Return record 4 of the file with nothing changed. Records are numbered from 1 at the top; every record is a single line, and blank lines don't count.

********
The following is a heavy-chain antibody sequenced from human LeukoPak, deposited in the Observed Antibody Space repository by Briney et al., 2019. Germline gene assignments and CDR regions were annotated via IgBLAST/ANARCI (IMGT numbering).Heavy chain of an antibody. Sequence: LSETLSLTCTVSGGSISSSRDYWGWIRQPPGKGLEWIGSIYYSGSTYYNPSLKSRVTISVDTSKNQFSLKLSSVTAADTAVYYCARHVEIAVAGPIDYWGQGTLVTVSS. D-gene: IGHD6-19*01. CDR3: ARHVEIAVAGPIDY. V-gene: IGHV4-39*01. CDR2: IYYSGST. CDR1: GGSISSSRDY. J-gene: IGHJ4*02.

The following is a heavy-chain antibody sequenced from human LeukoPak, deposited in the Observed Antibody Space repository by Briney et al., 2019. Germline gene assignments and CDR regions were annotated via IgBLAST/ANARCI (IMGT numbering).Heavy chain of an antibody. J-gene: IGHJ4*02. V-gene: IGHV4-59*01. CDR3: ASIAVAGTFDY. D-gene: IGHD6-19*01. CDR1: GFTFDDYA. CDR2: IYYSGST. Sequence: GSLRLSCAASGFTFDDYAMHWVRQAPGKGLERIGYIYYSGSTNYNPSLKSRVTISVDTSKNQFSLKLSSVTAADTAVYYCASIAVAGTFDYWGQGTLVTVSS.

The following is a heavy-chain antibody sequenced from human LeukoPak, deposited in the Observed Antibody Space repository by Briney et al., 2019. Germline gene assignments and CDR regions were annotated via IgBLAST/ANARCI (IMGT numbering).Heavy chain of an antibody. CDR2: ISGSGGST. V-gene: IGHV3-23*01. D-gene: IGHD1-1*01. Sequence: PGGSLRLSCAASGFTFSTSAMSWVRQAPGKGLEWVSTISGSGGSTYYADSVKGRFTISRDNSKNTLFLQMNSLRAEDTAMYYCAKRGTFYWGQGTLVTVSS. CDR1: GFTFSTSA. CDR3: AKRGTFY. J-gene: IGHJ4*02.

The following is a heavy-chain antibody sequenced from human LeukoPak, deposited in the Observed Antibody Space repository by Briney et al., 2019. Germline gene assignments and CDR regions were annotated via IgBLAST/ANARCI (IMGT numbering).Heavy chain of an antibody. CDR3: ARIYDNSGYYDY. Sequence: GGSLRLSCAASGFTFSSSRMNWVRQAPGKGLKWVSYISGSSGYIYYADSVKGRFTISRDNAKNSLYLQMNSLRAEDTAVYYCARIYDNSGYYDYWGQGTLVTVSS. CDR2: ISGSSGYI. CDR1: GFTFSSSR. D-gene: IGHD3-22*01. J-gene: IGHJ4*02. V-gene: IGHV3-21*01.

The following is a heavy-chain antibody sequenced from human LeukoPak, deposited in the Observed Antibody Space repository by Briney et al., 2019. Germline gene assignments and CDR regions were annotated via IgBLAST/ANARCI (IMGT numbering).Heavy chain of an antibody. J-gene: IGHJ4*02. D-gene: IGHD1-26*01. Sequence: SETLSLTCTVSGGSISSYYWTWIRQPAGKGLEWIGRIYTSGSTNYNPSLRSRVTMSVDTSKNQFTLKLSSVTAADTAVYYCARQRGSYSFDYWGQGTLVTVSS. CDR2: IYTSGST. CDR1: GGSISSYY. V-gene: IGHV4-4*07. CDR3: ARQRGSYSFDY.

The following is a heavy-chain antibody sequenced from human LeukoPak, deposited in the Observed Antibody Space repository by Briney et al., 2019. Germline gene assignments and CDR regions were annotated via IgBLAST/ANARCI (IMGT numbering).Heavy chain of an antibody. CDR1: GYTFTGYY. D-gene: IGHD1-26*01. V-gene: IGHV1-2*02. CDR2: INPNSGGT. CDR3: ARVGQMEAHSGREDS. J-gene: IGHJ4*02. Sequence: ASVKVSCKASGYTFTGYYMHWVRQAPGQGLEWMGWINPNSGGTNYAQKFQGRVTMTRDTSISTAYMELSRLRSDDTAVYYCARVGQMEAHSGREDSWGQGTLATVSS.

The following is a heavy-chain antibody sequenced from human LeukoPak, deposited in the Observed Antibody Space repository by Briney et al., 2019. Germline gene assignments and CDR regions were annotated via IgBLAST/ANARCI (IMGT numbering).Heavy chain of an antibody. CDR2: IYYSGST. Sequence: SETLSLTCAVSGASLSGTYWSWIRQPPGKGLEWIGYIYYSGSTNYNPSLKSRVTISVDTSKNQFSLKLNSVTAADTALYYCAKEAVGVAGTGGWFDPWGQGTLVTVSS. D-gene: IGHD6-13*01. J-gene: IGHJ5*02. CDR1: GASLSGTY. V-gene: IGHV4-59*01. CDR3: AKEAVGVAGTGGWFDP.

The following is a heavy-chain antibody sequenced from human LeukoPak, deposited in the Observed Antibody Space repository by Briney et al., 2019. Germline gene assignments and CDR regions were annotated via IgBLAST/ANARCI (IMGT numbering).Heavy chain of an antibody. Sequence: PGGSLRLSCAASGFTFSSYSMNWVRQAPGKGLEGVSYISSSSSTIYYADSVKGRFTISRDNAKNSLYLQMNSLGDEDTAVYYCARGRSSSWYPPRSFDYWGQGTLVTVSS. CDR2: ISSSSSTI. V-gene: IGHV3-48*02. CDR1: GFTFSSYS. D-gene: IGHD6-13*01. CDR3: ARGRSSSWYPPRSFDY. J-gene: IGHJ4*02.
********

The following is a heavy-chain antibody sequenced from human LeukoPak, deposited in the Observed Antibody Space repository by Briney et al., 2019. Germline gene assignments and CDR regions were annotated via IgBLAST/ANARCI (IMGT numbering).Heavy chain of an antibody. CDR3: ARIYDNSGYYDY. Sequence: GGSLRLSCAASGFTFSSSRMNWVRQAPGKGLKWVSYISGSSGYIYYADSVKGRFTISRDNAKNSLYLQMNSLRAEDTAVYYCARIYDNSGYYDYWGQGTLVTVSS. CDR2: ISGSSGYI. CDR1: GFTFSSSR. D-gene: IGHD3-22*01. J-gene: IGHJ4*02. V-gene: IGHV3-21*01.